top of page

My last duchess


Composed in 2015

For baritone, bass clarinet, trumpet, and trombone

Duration: 8:00

Text: Robert Browning (public domain)


I've been fascinated by Browning's "My Last Duchess" for years, and had long ago attempted to set the poem to music. Something never seemed quite right about those earlier attempts, but I revisited the poem when I was presented with the opportunity to compose for loadbang, whose unique sound, flair for the dramatic, and intensity of approach all suggested they would be the perfect ensemble to bring off a musical setting of this poetic classic. In particular, I was inspired by Jeff's ability to make even abstract, plotless texts come alive through his vocal delivery, and I felt sure that he could find a way to fully inhabit the central character of this dramatic monologue, that of the imperious Duke, busy negotiating a second marriage contract, who during the course of his speech reveals the chilling circumstances that led to the demise of his last duchess.


That’s my last Duchess painted on the wall, 

Looking as if she were alive. I call 

That piece a wonder, now; Fra Pandolf’s hands 

Worked busily a day, and there she stands. 

Will’t please you sit and look at her? I said 

“Fra Pandolf” by design, for never read 

Strangers like you that pictured countenance, 

The depth and passion of its earnest glance, 

But to myself they turned (since none puts by 

The curtain I have drawn for you, but I) 

And seemed as they would ask me, if they durst,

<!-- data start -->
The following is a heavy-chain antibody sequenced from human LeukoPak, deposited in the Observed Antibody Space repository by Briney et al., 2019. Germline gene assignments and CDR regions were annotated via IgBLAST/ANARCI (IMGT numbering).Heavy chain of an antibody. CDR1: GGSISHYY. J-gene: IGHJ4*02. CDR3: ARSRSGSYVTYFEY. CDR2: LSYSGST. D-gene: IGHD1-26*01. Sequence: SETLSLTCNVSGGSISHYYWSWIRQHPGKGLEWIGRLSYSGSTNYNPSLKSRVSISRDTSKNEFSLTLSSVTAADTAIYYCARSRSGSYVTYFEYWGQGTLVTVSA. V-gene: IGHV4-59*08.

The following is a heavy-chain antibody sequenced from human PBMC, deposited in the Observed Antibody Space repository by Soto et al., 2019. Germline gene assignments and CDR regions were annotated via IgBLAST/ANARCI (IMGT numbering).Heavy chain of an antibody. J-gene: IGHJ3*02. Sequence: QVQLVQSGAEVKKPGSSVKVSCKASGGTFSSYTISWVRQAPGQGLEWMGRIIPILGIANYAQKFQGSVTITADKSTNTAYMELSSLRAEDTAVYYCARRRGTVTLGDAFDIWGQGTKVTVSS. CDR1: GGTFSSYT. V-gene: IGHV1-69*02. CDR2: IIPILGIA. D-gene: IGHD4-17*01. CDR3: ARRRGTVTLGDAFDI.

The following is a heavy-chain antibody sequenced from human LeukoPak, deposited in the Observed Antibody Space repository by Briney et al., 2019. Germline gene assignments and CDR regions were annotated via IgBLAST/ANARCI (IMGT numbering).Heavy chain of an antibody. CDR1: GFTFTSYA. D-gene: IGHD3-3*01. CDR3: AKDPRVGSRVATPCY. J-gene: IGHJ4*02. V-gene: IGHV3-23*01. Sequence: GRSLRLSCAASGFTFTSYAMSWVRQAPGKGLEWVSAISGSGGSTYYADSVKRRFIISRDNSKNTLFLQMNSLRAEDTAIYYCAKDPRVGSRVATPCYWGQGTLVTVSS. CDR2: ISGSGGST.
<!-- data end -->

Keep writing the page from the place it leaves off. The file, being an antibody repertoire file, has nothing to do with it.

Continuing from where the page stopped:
How such a glance came there; so, not the first 

Are you to turn and ask thus. Sir, ’twas not 

Her husband’s presence only, called that spot 

Of joy into the Duchess’ cheek; perhaps 

Fra Pandolf chanced to say, “Her mantle laps 

Over my lady’s wrist too much,” or “Paint 

Must never hope to reproduce the faint 

Half-flush that dies along her throat.” Such stuff 

Was courtesy, she thought, and cause enough 

For calling up that spot of joy. She had 

A heart—how shall I say?— too soon made glad, 

Too easily impressed; she liked whate’er 

She looked on, and her looks went everywhere. 

Sir, ’twas all one! My favour at her breast, 

The dropping of the daylight in the West, 

The bough of cherries some officious fool 

Broke in the orchard for her, the white mule 

She rode with round the terrace—all and each 

Would draw from her alike the approving speech, 

Or blush, at least. She thanked men—good! but thanked 

Somehow—I know not how—as if she ranked 

My gift of a nine-hundred-years-old name 

With anybody’s gift. Who’d stoop to blame 

This sort of trifling? Even had you skill 

In speech—which I have not—to make your will 

Quite clear to such an one, and say, “Just this 

Or that in you disgusts me; here you miss, 

Or there exceed the mark”—and if she let 

Herself be lessoned so, nor plainly set 

Her wits to yours, forsooth, and made excuse— 

E’en then would be some stooping; and I choose 

Never to stoop. Oh, sir, she smiled, no doubt, 

Whene’er I passed her; but who passed without 

Much the same smile? This grew; I gave commands; 

Then all smiles stopped together. There she stands 

As if alive. Will’t please you rise? We’ll meet 

The company below, then. I repeat, 

The Count your master’s known munificence 

Is ample warrant that no just pretense 

Of mine for dowry will be disallowed; 

Though his fair daughter’s self, as I avowed 

At starting, is my object. Nay, we’ll go 

Together down, sir. Notice Neptune, though, 

Taming a sea-horse, thought a rarity, 

Which Claus of Innsbruck cast in bronze for me!


First Performance: December 7th, 2015

The DiMenna Center for Classical Music, New York, NY


Jeffrey Gavett, baritone voice

Carlos Cordiero, bass clarinet

Andy Kozar, trumpet

William Lang, trombone


Related Works:

Picaresque Episodes

Top Five

What Beckons

bottom of page